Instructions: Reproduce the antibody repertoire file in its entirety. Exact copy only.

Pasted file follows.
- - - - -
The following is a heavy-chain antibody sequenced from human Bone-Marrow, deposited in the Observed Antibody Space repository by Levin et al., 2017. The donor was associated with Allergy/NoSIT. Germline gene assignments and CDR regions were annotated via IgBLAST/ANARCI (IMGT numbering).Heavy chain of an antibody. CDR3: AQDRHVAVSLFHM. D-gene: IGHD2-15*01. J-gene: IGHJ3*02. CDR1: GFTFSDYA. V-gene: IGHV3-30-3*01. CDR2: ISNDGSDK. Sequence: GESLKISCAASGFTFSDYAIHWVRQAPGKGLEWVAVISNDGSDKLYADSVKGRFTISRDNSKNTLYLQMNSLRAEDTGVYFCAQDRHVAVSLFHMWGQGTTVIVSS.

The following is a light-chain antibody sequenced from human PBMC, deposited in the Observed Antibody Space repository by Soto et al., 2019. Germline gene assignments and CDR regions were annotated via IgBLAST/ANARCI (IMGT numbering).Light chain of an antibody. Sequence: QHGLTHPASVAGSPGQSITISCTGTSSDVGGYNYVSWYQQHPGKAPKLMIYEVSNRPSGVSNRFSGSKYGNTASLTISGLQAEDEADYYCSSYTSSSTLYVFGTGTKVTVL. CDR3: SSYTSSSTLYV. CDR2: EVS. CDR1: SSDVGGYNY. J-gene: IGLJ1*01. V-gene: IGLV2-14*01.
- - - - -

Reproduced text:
The following is a heavy-chain antibody sequenced from human Bone-Marrow, deposited in the Observed Antibody Space repository by Levin et al., 2017. The donor was associated with Allergy/NoSIT. Germline gene assignments and CDR regions were annotated via IgBLAST/ANARCI (IMGT numbering).Heavy chain of an antibody. CDR3: AQDRHVAVSLFHM. D-gene: IGHD2-15*01. J-gene: IGHJ3*02. CDR1: GFTFSDYA. V-gene: IGHV3-30-3*01. CDR2: ISNDGSDK. Sequence: GESLKISCAASGFTFSDYAIHWVRQAPGKGLEWVAVISNDGSDKLYADSVKGRFTISRDNSKNTLYLQMNSLRAEDTGVYFCAQDRHVAVSLFHMWGQGTTVIVSS.

The following is a light-chain antibody sequenced from human PBMC, deposited in the Observed Antibody Space repository by Soto et al., 2019. Germline gene assignments and CDR regions were annotated via IgBLAST/ANARCI (IMGT numbering).Light chain of an antibody. Sequence: QHGLTHPASVAGSPGQSITISCTGTSSDVGGYNYVSWYQQHPGKAPKLMIYEVSNRPSGVSNRFSGSKYGNTASLTISGLQAEDEADYYCSSYTSSSTLYVFGTGTKVTVL. CDR3: SSYTSSSTLYV. CDR2: EVS. CDR1: SSDVGGYNY. J-gene: IGLJ1*01. V-gene: IGLV2-14*01.